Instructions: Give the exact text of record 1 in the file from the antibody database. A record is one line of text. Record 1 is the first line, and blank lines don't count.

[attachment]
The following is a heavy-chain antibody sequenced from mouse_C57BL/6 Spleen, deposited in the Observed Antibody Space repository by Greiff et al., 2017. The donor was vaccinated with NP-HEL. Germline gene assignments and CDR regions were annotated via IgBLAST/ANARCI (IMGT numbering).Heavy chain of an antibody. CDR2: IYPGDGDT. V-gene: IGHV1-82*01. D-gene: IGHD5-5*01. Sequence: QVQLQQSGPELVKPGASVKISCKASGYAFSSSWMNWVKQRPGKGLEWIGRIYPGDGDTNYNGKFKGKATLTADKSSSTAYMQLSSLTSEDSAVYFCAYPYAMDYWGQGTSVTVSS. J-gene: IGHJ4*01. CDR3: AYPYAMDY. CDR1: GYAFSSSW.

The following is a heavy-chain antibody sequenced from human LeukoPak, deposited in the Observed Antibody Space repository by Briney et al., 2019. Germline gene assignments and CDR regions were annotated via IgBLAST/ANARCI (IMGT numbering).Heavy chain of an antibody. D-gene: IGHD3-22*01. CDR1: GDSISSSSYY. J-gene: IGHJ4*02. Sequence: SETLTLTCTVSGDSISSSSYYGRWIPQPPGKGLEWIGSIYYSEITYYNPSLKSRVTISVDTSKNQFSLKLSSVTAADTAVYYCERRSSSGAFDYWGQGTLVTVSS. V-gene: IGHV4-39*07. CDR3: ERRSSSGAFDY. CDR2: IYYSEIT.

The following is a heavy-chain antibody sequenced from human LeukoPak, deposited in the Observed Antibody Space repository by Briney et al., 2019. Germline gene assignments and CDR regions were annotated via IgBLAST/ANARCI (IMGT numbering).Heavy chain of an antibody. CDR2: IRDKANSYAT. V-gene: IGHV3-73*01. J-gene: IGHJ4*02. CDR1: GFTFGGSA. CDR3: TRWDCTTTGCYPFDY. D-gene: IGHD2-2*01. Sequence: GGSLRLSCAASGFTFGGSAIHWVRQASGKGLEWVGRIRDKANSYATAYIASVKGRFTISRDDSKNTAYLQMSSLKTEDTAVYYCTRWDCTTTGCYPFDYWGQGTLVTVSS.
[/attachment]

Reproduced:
The following is a heavy-chain antibody sequenced from mouse_C57BL/6 Spleen, deposited in the Observed Antibody Space repository by Greiff et al., 2017. The donor was vaccinated with NP-HEL. Germline gene assignments and CDR regions were annotated via IgBLAST/ANARCI (IMGT numbering).Heavy chain of an antibody. CDR2: IYPGDGDT. V-gene: IGHV1-82*01. D-gene: IGHD5-5*01. Sequence: QVQLQQSGPELVKPGASVKISCKASGYAFSSSWMNWVKQRPGKGLEWIGRIYPGDGDTNYNGKFKGKATLTADKSSSTAYMQLSSLTSEDSAVYFCAYPYAMDYWGQGTSVTVSS. J-gene: IGHJ4*01. CDR3: AYPYAMDY. CDR1: GYAFSSSW.